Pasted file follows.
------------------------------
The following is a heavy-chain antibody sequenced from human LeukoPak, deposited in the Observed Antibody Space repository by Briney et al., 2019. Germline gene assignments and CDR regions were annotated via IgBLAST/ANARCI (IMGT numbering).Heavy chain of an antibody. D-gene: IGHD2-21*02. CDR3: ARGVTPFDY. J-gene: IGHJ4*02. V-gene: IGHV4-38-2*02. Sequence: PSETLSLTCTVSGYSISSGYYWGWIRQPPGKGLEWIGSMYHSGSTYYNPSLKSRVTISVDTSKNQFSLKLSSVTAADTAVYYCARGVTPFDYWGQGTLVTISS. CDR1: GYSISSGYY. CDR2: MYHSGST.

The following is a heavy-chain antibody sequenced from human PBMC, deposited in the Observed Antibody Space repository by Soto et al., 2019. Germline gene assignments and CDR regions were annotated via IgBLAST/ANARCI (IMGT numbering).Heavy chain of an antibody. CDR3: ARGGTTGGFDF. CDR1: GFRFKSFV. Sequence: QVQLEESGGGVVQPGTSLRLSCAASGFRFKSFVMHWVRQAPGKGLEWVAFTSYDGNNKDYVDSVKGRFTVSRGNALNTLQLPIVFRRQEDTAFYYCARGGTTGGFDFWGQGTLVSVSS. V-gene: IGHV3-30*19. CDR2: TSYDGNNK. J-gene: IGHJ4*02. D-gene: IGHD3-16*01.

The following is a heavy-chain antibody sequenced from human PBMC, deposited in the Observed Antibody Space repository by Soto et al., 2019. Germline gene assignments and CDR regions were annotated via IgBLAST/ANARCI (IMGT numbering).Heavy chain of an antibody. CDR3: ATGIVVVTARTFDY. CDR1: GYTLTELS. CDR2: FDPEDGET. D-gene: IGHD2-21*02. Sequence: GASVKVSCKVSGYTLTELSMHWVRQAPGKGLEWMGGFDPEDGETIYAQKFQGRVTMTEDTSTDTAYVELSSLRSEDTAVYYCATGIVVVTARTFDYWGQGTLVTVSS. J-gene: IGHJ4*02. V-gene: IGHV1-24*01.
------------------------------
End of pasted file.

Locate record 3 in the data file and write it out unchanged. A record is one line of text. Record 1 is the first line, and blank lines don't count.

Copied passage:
The following is a heavy-chain antibody sequenced from human PBMC, deposited in the Observed Antibody Space repository by Soto et al., 2019. Germline gene assignments and CDR regions were annotated via IgBLAST/ANARCI (IMGT numbering).Heavy chain of an antibody. CDR3: ATGIVVVTARTFDY. CDR1: GYTLTELS. CDR2: FDPEDGET. D-gene: IGHD2-21*02. Sequence: GASVKVSCKVSGYTLTELSMHWVRQAPGKGLEWMGGFDPEDGETIYAQKFQGRVTMTEDTSTDTAYVELSSLRSEDTAVYYCATGIVVVTARTFDYWGQGTLVTVSS. J-gene: IGHJ4*02. V-gene: IGHV1-24*01.